Assessing risk factors in retrospect is a limitation in this study. In order to minimize selection bias, we selected all cases of severe PPH and a random sample of controls from the same source population. There is a possibility that some cases were misclassified. Blood loss was estimated visually in the three hospitals included in our study, and the blood loss may have been underestimated [23, 24]. However, we had further data in medical records to assess the severity of the hemorrhage by need for blood transfusion. There is a possibility of information bias due to misclassification of the exposures. However, neither the resident obstetrician nor midwife were aware of our research questions, therefore the potential for misclassification of risk factors would be non-differential creating a bias toward the null [20]. The sample size provided adequate power to highlight risk factors mildly associated with severe PPH, such as infant birth weight. However, we did not account for multiple testing in the power analysis and the smallest detectable odds ratios may have been underestimated.

We based our results on deliveries in three hospitals in or close to Oslo, Norway, and our results may not necessarily be generalizable to other delivery populations in well-resourced countries. The majority of the women in this study had European, USA, or Oceanian ethnicity, and was non-obese and married. These characteristics reflect a society with a low proportion of women with low socioeconomic status and fewer immigrants compared to other well-resourced countries. Furthermore, the hospitals mainly reflect an urban setting, but urban-rural differences in Norway are small and home births are an exception.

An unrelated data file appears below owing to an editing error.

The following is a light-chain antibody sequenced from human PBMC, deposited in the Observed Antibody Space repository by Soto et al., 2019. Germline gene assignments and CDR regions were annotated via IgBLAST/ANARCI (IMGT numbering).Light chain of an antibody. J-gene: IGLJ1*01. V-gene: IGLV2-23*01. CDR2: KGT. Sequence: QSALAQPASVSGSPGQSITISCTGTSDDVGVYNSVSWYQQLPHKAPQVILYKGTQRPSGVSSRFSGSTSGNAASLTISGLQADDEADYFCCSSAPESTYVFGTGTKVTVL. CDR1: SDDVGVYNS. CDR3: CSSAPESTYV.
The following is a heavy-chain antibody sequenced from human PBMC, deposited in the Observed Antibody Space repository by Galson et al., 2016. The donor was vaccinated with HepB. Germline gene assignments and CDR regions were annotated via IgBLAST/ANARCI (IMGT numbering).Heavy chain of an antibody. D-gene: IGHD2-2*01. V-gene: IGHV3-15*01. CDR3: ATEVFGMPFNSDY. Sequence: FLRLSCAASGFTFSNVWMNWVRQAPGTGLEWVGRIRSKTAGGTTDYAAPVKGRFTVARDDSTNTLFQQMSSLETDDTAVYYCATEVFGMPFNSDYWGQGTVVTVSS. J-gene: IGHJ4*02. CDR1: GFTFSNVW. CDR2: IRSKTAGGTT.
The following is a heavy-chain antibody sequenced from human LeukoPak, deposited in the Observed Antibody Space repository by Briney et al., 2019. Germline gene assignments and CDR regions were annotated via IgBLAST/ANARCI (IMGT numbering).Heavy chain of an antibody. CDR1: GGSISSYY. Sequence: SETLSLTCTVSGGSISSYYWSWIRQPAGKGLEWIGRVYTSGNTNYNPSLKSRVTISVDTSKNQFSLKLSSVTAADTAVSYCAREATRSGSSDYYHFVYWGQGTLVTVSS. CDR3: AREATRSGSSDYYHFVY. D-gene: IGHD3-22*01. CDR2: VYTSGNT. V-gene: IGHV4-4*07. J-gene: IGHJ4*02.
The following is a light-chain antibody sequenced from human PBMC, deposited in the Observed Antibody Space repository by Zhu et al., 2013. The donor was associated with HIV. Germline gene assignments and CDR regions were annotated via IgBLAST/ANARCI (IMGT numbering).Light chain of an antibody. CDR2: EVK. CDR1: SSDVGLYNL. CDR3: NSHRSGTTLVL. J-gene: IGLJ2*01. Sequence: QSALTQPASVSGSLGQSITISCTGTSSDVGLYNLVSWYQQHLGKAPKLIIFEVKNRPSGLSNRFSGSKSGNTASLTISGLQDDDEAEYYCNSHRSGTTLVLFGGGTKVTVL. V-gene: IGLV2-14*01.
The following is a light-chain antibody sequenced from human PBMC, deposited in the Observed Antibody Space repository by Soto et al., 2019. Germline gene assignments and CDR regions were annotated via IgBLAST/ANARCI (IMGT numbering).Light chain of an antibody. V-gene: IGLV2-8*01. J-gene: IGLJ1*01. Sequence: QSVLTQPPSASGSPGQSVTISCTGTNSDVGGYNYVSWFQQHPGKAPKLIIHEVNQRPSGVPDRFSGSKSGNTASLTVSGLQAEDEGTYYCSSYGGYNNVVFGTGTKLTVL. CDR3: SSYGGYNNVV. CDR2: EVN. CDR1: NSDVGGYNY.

Important risk factors for severe PPH

The strongest risk factor in our study was a history of severe PPH. Women with a history of severe PPH had nine-fold increased odds of severe PPH in their index pregnancy. Previously reported estimates on recurrence risk are mainly from register-based studies [2527], presenting lower estimates between 2.2 and 3.3. Having a history of PPH may be less well-reported to the registries than in our data sources. Likewise, a validation study from Australia [28] reported a recurrence rate of 28% from medical record audits, while the reported recurrence rate in register based data was 18%. The causes of PPH recurrence were investigated in a population study from Sweden [27]. They reported that recurrence risk could not be explained by known risk factors for PPH, suggesting that recurrence may depend on environmental and genetic factors. Another study by the same authors [29] reported that, among vaginal deliveries, 18% of the variation in PPH liability may be explained by maternal genetic factors. Alterations in maternal hemostasis and oxytocin signaling at the myometrial level were postulated as possible pathways for a maternal genetic predisposition to PPH.